Makarska has always been the center of the surrounding region known as Makarska Riviera, both in an administrative, political and economic sense, as well as a center of culture, education, and since the mid twentieth century, tourism. Today, it is a city of more than 15 thousand inhabitants that encompasses picturesque villages at the foot of the Biokovo Mountain, including Veliko Brdo, Puharići, Kotišina and Makar (which is where the name of Makarska comes from).
Makarska is one of the most famous tourist destinations on the Croatian coast, attractive for its nature and good climate, rich in tourist attractions and full of hospitable hosts.
To this day, Makarska is known for its sandy beach, which is almost 2 kilometers long. The walkways are lined with pine trees and surrounded by luxury hotels, tourist facilities, and gastronomical havens, and there is plenty of fun for both adults and children.
Makarska is located below the mountain of Biokovo (1762 m), which protects it from the harsh continental climate and is responsible for its rich Mediterranean vegetation, mild winters, long, warm summers cooled by a refreshing breeze called maestral.
Makarska has more than 2750 hours of sun each year and the air temperature above 20°C from July to September. During these same months, the
crystal-clear sea also averages a temperature of above 20°C.
The city of Makarska grew around a natural harbor protected by a picturesque peninsula of Sveti Petar (St. Peter) and the cape Osejava. It is the only harbor of this kind between the mouth of the Cetina and Neretva rivers. In the past it provided protection and safe harbor during stormy weather to sailors, pirates and merchants, and nowadays it does the same for yachts, sailing boats and tourist ships. This contributed to its development into a trading port, especially during the Ottoman and Venetian occupation. Today, there is a ferry line which runs a few times a day from Makarska to Sumartin on the island Brač.
During the summer months the harbor fills up with yachts and tourist ships, while young people crowd the main Kačić square enjoying entertain¬ment and cultural performances.
As the night goes on, Makarska be¬comes livelier and livelier, and its ca¬fes, restaurants and discotheques fill up.
The best way to become familiar with the history of this city is by visit¬ing the Franciscan monastery which recently celebrated its 500th anniversary.
The monastery boasts a picture gallery, library, one-of-a-kind Malaco-logical museum (dedicated to the study and preservation of mollusks) and the Institute of Mountains and Sea. The church of St. Marko is located on the Kacic square. On its north side are: the Gojak gallery, located in the old school building, public library, the school of music, and the headquarters of the Makarska Riviera radio.
The city museum can be found on the waterfront, as well as the church of St. Filip. The renovated church of St. Petar is located in the St. Petar park, a spot with a beautiful view of the city, magnificent Mount Biokovo and the open sea.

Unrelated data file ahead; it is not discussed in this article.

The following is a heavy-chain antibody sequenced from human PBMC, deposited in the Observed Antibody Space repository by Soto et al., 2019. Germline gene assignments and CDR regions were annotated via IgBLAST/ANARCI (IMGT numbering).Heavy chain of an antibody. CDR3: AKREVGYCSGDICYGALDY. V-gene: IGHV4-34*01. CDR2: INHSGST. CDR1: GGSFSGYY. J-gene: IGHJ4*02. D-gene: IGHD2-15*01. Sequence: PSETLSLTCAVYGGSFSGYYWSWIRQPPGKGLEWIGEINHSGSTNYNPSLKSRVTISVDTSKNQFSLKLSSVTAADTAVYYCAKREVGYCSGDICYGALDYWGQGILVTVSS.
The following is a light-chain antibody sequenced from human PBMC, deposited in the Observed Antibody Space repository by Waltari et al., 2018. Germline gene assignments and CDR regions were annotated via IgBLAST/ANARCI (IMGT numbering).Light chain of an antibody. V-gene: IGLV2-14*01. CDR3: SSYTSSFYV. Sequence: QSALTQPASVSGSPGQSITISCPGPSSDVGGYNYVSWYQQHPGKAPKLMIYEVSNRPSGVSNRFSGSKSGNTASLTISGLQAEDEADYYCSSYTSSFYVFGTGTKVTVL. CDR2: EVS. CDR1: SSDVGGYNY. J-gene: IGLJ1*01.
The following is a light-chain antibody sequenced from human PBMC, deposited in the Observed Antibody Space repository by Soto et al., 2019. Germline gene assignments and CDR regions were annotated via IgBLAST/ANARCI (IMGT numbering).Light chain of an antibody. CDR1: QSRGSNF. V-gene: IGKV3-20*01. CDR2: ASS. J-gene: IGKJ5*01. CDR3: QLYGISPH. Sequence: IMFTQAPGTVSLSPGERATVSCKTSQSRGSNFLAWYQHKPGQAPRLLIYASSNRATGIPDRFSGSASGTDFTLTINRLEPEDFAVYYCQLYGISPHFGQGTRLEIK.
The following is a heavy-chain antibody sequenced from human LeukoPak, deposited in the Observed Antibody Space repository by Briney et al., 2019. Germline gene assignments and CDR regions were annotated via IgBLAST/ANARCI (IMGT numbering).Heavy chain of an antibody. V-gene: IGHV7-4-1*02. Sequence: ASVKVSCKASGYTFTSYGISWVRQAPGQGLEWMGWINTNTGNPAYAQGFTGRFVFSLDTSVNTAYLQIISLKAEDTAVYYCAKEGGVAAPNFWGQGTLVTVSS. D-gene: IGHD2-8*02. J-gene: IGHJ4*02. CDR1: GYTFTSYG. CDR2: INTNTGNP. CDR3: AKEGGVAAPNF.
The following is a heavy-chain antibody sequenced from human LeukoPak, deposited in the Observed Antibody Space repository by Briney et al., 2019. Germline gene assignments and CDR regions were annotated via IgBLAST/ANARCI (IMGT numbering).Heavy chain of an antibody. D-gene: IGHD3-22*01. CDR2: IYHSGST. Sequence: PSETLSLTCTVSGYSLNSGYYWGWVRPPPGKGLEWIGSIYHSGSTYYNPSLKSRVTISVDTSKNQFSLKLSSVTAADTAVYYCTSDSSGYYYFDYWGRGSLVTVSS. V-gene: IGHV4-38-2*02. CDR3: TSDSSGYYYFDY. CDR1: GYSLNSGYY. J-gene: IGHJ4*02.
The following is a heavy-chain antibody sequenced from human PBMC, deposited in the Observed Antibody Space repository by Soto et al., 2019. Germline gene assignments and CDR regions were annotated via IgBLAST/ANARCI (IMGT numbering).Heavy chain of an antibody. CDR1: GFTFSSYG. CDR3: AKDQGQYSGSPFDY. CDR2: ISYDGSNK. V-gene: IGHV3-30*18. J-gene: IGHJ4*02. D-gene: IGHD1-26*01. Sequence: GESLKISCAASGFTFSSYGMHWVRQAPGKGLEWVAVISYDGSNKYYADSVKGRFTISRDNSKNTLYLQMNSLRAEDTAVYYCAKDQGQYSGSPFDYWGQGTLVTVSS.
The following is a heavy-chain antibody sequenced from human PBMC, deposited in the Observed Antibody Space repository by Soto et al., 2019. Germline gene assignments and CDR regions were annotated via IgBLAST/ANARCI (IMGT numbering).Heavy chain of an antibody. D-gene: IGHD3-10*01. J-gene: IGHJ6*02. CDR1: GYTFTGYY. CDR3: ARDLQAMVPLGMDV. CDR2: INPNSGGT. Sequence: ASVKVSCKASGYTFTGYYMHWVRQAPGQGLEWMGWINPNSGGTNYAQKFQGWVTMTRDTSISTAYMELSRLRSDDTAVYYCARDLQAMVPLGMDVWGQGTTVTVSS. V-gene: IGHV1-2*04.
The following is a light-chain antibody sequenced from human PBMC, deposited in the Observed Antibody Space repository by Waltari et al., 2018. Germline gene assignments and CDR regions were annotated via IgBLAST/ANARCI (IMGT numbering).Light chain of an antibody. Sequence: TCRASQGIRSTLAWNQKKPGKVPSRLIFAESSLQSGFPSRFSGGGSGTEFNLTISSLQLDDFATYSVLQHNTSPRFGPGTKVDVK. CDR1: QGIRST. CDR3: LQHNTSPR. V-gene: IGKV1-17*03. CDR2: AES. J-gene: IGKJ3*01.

Makarska's geographical position is 44° 17' 38" latitude and 17° 1' 20" longitude, which places it approxi¬mately in the center of north-western half of the Makarska coast.
The first recorded settlement in these parts as a waypoint on the Salona-Narona road, which was mentioned in the tablet of Peutigeriana in the first half of the 4th century.
In the documents of the Salona Council dated from May 4th, 533 AD, Mucurum is mentioned as the town where a bishopric was established. In the Ravenat itinerary from the 7th century, the town is mentioned as Aronia id est Mucru. During the middle ages, the county Mokro was part of the Neretva dukedom and was renowned for its naval might. Venetian doge Petar Kandijan suffered a significant defeat in the large naval battle in front of Mokro on September 18th, 887 AD. In the centuries that followed, the rule over these parts was exchanged between the various Bribir dukes, Bosnian rulers, Croatian kings and Venice. Under its present name Makarska is mentioned for the first time in 1502. During the Turkish occupation, Makarska became part of their province Primorje and was fortified with three keeps. Makarska became a part of Venetian republic in 1684. Under the hundred-year rule of the Venetian lion, the foundations of the future city were built. In the following hundred or so years, during the French and Austrian rule, the city experiences increased cultural and economic development.
From the prehistoric Illyrian artifacts, Roman villas, medieval naval might of Mokro in the Neretva Dukedom, to the Turkish walls and the Venetian Baroque town; through popular Austrian resort town to the present day, Makarska and its story are an integral part of it natural environment. The historical story of the city can be experienced through the famous Franciscan monastery, the cathedral church of St. Marko, the churches of St. Filip and Jakov, the shrine of Vepric, Kačić square, various museums and galleries, stone paved streets, squares, beaches, groves and mountain peaks.